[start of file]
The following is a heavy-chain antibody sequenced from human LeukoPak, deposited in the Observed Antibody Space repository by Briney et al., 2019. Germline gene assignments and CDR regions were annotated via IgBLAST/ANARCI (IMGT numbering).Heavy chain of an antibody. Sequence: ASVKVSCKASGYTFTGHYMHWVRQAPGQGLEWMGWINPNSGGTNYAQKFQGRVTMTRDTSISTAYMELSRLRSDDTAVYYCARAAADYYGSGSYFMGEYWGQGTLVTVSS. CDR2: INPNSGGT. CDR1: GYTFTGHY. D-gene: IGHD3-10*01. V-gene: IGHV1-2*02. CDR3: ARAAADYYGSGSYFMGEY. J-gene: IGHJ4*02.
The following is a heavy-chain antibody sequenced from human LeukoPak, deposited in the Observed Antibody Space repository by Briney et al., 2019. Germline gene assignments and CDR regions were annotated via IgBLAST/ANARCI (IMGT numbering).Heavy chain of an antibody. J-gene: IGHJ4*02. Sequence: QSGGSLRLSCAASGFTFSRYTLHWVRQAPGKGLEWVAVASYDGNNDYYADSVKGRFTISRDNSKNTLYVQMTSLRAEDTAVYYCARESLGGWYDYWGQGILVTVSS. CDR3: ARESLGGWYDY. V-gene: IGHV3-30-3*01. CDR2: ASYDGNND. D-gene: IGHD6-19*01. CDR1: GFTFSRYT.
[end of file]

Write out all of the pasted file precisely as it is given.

The following is a heavy-chain antibody sequenced from human LeukoPak, deposited in the Observed Antibody Space repository by Briney et al., 2019. Germline gene assignments and CDR regions were annotated via IgBLAST/ANARCI (IMGT numbering).Heavy chain of an antibody. Sequence: ASVKVSCKASGYTFTGHYMHWVRQAPGQGLEWMGWINPNSGGTNYAQKFQGRVTMTRDTSISTAYMELSRLRSDDTAVYYCARAAADYYGSGSYFMGEYWGQGTLVTVSS. CDR2: INPNSGGT. CDR1: GYTFTGHY. D-gene: IGHD3-10*01. V-gene: IGHV1-2*02. CDR3: ARAAADYYGSGSYFMGEY. J-gene: IGHJ4*02.
The following is a heavy-chain antibody sequenced from human LeukoPak, deposited in the Observed Antibody Space repository by Briney et al., 2019. Germline gene assignments and CDR regions were annotated via IgBLAST/ANARCI (IMGT numbering).Heavy chain of an antibody. J-gene: IGHJ4*02. Sequence: QSGGSLRLSCAASGFTFSRYTLHWVRQAPGKGLEWVAVASYDGNNDYYADSVKGRFTISRDNSKNTLYVQMTSLRAEDTAVYYCARESLGGWYDYWGQGILVTVSS. CDR3: ARESLGGWYDY. V-gene: IGHV3-30-3*01. CDR2: ASYDGNND. D-gene: IGHD6-19*01. CDR1: GFTFSRYT.